It’s a yearly ritual in Israel: we worry about rain. We worry when we don’t have rain in the winter, when it is supposed to fall; and we worry when we get rain if it’s the wrong time for the crops. This is not a new phenomenon: the Jewish religion is richly interwoven with customs regarding prayer for rain, and lack of rain is directly linked with divine retribution.
Recently, there have been dire predictions regarding rainfall in Israel; that because of global warming, we are seeing less and less rain. Noam Halfon of Haifa University has conducted a study of rainfall in Israel over the past 60 years, with surprising results.
According to Halfon, annual rainfall quantities have remained stable–neither increasing nor decreasing–since the establishment of the state. Halfon conducted his study by examining all the data that was ever amassed by the Meteorological Service. Additionally, researchers studied the daily rainfall statistics from 30 meteorology stations, as well as reports of unusual climatic events.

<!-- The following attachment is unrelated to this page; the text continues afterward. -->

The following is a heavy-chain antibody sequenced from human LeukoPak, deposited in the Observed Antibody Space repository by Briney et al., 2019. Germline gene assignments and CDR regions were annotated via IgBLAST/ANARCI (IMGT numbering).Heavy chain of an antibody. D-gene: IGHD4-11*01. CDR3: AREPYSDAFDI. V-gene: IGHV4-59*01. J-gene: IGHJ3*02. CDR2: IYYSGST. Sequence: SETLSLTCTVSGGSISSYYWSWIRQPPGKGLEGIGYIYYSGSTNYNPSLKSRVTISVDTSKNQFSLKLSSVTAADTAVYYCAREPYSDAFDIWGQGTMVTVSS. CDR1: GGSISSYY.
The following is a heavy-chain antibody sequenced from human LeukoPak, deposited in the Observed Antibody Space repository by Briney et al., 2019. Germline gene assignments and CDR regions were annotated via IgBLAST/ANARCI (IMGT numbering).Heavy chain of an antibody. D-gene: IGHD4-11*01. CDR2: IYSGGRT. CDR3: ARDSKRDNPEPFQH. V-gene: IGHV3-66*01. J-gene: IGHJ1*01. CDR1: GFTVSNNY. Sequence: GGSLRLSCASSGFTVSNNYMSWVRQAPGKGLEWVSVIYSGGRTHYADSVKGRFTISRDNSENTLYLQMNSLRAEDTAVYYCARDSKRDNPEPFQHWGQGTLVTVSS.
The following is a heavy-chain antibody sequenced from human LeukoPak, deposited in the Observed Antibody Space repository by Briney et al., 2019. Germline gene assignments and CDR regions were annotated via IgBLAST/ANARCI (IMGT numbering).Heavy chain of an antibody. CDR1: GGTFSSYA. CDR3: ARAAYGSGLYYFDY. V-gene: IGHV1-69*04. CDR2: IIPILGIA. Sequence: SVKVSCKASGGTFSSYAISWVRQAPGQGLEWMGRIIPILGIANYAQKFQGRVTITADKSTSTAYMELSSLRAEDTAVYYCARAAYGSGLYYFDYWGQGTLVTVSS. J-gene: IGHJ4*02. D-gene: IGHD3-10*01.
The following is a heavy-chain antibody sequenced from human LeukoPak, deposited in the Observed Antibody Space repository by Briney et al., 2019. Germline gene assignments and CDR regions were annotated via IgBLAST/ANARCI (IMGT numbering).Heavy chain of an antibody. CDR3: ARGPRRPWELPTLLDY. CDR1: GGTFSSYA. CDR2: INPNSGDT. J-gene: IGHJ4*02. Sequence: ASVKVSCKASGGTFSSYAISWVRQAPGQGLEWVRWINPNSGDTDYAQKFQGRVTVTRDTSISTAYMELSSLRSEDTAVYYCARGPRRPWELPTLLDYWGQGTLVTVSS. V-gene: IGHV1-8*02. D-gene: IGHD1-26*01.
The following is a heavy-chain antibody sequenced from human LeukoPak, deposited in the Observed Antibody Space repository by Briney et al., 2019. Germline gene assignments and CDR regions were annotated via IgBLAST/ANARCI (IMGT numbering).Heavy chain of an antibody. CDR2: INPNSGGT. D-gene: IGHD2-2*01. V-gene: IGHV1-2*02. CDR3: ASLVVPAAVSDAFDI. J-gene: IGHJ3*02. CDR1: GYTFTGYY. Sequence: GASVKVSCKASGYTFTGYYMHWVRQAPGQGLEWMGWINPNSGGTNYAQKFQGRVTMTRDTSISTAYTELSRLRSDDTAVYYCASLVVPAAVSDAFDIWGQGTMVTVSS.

Halfon told Haaretz, “The common belief that weather events are becoming more extreme can therefore be attributed to greater press coverage of weather events…”
On the other hand, the Kinneret, upon which so much of Israel depends for water, is another story entirely. Says Dr. Daniel Rosenfeld of Hebrew University, “The annual amount of water reaching Lake Kinneret today has dropped by 100 million cubic meters compared to quantities recorded 40 years ago,” Rosenfeld said. “There are a number of explanations for this, and one of them is climate change.”
Climate change may or may not signify divine retribution, but the 100 million cubic meters leaves little room for doubt: we still have reason to worry.